I love my job, which I often claim is the best nonacademic job at Brown. Editing this magazine allows me to find stories worth telling you and to help writers tell them well. When the BAM team and I succeed, something in our stories surprises you, challenges your preconceptions, or shows you something you didn’t already know.
It’s a job I’m never entirely away from. Since I joined the magazine as managing editor in 1994, I don’t think there’s been a day when I haven’t spent at least a few minutes thinking about how the BAM could be better: Maybe a writer needs to do one more interview, or we need one more sketch to get a cover just right. Have we checked all our facts? How’s our budget doing? Are we telling our stories fairly and accurately?
After 24 years at the BAM—20 as its editor and publisher—I’ve decided this will be my last issue. I’ve often thought there should be a term limit for magazine editors, and 20 years seems about right. My passion for the work remains undiminished, but my working life has been more or less divided into 20-year blocks. I’m due to start a new one.
What a privilege it’s been to edit this magazine during a transformational time in Brown’s history. I’ve reported on five presidents, including Gordon Gee, about whom I wrote “The Unfinished Presidency,” and Ruth Simmons, who gave Brown the courage to believe in itself as never before. If journalism is a first draft of history, I am lucky to have had a hand in writing it.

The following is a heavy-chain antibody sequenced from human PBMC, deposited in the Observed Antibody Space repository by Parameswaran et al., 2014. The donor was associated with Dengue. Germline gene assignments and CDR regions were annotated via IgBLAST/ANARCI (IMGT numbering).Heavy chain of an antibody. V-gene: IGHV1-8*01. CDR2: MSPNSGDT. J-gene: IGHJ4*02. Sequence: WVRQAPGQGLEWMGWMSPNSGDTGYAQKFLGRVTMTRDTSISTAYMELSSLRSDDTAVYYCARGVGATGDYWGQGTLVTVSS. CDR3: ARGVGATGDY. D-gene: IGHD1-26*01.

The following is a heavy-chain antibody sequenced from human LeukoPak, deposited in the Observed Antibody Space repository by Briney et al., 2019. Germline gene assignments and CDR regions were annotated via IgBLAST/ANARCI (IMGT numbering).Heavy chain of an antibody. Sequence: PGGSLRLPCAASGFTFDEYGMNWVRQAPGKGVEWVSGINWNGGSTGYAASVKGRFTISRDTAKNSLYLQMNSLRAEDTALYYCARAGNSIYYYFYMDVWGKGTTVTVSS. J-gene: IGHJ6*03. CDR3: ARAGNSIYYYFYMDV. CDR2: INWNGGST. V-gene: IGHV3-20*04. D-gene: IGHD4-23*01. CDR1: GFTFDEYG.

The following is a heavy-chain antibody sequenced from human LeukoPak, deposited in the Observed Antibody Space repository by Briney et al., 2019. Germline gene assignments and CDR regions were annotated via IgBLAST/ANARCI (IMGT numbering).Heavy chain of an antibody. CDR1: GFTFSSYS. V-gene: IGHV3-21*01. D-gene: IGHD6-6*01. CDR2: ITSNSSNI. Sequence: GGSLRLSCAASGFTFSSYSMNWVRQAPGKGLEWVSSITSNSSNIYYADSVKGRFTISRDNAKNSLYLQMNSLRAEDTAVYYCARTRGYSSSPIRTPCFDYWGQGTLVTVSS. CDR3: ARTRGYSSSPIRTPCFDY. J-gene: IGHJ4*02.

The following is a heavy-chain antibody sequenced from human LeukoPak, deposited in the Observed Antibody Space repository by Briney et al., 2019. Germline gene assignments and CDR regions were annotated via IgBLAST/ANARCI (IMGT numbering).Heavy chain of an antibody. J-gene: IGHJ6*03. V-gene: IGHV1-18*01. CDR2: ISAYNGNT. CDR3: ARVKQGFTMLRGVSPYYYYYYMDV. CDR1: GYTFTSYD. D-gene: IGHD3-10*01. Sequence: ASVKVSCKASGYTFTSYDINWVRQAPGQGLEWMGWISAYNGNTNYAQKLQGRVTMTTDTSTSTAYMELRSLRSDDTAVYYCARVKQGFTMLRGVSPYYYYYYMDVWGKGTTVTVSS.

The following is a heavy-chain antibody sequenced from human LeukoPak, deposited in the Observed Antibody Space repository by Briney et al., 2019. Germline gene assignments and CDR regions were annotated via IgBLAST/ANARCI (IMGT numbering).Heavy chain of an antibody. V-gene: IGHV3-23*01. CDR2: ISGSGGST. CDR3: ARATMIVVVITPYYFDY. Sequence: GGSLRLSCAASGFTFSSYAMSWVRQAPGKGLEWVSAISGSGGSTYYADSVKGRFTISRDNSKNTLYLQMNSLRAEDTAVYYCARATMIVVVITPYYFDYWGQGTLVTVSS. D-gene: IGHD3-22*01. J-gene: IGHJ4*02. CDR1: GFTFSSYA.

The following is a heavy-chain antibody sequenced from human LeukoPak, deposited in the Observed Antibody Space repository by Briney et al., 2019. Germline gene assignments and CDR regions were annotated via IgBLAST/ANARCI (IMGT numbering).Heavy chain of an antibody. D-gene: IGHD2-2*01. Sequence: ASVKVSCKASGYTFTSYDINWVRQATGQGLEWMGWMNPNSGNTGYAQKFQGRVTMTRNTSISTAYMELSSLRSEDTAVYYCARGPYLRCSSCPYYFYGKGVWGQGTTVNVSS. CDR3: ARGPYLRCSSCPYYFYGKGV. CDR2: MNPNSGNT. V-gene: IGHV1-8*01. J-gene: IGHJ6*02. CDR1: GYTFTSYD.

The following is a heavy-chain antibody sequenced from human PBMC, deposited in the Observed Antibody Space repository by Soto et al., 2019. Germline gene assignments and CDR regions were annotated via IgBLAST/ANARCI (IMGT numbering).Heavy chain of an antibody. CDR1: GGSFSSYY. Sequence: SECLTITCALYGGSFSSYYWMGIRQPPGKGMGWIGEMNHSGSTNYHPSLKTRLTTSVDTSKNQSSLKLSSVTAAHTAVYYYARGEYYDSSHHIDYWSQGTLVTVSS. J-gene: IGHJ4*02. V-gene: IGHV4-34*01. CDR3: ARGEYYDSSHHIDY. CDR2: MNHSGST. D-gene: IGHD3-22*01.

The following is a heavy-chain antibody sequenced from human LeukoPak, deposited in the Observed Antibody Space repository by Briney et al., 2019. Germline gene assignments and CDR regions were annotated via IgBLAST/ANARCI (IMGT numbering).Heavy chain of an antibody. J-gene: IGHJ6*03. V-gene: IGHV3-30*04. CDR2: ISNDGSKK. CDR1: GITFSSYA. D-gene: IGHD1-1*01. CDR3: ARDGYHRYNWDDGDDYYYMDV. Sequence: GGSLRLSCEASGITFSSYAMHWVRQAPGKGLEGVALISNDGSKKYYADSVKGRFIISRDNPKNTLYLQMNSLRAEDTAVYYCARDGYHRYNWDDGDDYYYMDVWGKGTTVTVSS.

When I’ve been asked which is my favorite BAM of the past 24 years, I find myself coming back to our November/December 2001 issue, which was not only a journalistic coup for the staff, but our best portrait of a temporarily unified Brown community.
The highlight of that issue was supposed to be our coverage of Simmons’s October 14 inauguration, a joyous event. Then, on September 11, everything changed. That day’s terrorist attacks were historic on an even greater scale, and with the help of colleagues all over the University, the BAM staff dropped everything and set about reporting a package of stories that I still read with pride.
We interviewed the families of every Brown alum who died that day and wrote a profile of each. We wrote about the Brown first-responders who rushed to lower Manhattan, and we published both the thoughts of a student wondering whether his father had gotten out of the World Trade Center alive and those of his alumnus father trying to get word to his family as he ran for safety. We even published a professor’s essay on fighting terrorism. I still don’t know how we did it in such a short window of time, but that issue alone, I believe, justifies my 20 years leading the way.
Now I leave to return to my first and greatest passion: writing. What will come of it, I have no idea. But I recall the quote from Simmons’s inauguration that we chose for the cover of that November/December 2001 issue: “Let others go their way, but Brown must be ever insistent on forging its own direction.”
To all of you: thank you.